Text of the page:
Defining the Inclusive Business Features
BY BUSINESS CALL TO ACTION AND IBAN
As the world grapples with the impact of Covid-19 and the severe challenges of climate change, the need for sustainable business models is greater than ever. Inclusive businesses (IB), by engaging poor and low-income populations through their core business models, can play a key role in this aspect as we build more inclusive, resilient, and equitable societies for the future.
IBs contribute to poverty reduction and inclusive economic growth through commercially viable and scalable businesses that have purpose and impact built into their core. They help move forward the Sustainable Development Goals (SDGs) while also providing market opportunities and competitive advantages for the private sector.
To further the role and space for inclusive business, leading inclusive business stakeholders have come together for the first time to define what the key features of IBs are based on their own first-hand experience of it.
This consensus, on defining the features of IB, is much needed today as companies and investors are increasingly incorporating inclusive practices to pursue growth opportunities while boosting development impact. However, “inclusion can have different meanings for different stakeholders,” explains IFC’s Kathy Mignano. “That’s why a consensus about the basic features of inclusive business is key. It creates a common understanding, so all stakeholders can speak the same language.”
These resulting Inclusive Business Features are being launched on September 23 at Business Call to Action’s side event at the 76th Session of the UN General Assembly. They seek to act as a guiding document for the adoption of IB through clear and practically defined features for businesses, investors and governments and have been developed specifically for them.
“As COVID-19 impact increases the need to provide access to affordable quality health and education services for low-income segments to create quality socially sustainable jobs, we hope this guide will help align private sector thinking on how to do more and do better inclusive business,” says Susan Olsen of the Asian Development Bank, one of the collaborating organizations in creating the Features.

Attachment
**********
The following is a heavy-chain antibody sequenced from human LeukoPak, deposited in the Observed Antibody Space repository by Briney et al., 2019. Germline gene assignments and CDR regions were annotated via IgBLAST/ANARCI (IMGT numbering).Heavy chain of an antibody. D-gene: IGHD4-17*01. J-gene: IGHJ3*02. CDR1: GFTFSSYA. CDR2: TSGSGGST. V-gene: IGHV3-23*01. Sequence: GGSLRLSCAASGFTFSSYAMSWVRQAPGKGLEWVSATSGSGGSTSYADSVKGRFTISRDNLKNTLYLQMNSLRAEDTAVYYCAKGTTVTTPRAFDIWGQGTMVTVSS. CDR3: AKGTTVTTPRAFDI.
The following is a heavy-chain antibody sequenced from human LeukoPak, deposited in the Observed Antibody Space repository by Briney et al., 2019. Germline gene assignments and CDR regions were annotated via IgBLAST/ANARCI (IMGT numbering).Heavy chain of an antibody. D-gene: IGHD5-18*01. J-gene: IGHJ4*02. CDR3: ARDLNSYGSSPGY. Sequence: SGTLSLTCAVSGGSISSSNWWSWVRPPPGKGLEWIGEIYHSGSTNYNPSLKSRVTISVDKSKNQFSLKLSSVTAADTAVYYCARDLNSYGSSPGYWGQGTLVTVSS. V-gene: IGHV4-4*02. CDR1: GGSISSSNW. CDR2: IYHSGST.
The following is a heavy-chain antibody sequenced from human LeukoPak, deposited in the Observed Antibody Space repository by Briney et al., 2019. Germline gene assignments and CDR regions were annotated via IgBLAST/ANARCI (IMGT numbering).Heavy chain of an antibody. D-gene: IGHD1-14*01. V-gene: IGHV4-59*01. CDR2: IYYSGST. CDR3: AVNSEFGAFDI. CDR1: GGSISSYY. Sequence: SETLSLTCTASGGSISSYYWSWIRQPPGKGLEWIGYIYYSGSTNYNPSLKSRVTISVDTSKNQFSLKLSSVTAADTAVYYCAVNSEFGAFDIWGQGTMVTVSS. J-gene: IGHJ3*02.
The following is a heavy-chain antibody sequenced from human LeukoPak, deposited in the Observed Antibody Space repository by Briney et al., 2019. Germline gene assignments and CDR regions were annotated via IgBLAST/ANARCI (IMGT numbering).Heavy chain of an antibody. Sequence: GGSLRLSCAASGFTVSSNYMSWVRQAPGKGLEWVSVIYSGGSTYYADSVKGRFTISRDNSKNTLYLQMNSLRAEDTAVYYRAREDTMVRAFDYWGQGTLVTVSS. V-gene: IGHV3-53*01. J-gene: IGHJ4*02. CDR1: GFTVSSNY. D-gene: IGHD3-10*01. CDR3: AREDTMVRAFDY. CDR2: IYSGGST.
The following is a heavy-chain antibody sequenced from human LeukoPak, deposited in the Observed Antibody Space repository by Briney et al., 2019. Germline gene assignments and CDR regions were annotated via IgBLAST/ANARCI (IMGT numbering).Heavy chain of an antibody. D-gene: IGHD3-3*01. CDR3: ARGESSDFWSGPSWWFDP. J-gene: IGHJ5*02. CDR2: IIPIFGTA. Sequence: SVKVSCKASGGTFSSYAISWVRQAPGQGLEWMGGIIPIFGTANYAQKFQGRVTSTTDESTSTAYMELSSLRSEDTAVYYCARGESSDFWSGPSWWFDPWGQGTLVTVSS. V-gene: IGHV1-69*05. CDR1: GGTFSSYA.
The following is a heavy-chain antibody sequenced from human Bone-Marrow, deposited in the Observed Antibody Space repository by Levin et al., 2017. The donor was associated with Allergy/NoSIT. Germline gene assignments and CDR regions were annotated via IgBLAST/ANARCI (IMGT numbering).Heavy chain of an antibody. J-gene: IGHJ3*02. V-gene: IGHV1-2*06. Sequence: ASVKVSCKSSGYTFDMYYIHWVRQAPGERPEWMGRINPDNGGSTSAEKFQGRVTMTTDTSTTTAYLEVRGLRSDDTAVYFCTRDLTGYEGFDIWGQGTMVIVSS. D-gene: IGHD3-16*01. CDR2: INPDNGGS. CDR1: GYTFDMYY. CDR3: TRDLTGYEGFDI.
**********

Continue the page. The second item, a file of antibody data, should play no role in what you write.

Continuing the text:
For companies, the features can be used as a framework to develop and implement IB models and at the same time act as guidance on how to scale them. The features outline the distinguishing characteristics of an inclusive business model, making it easier for businesses to succeed in their efforts while encouraging more stakeholders to get involved, adds Mignano.
For investors, IBs represent sustainable investment opportunities that combine impact with financial return. The Features define clearly how inclusive business fit into SDG and ESG-centered portfolios and can be used to evaluate criteria for investments. In particular, they aim to highlight and broaden the understanding of investors seeking to address poverty solutions through their portfolios.
For governments and policymakers, the Features can be used as guidance in developing enabling policies and frameworks for IBs. They can also increase private sector engagement in addressing social issues and lead to more enabling environments for business communities to adopt such models.
As the Inclusive Business Features are launched this week, it seeks to not only promote IBs as a viable answer to providing development solutions by developing new and sustainable business models, but also to remind us of the ‘wins’ the private sector can generate in building more equitable societies.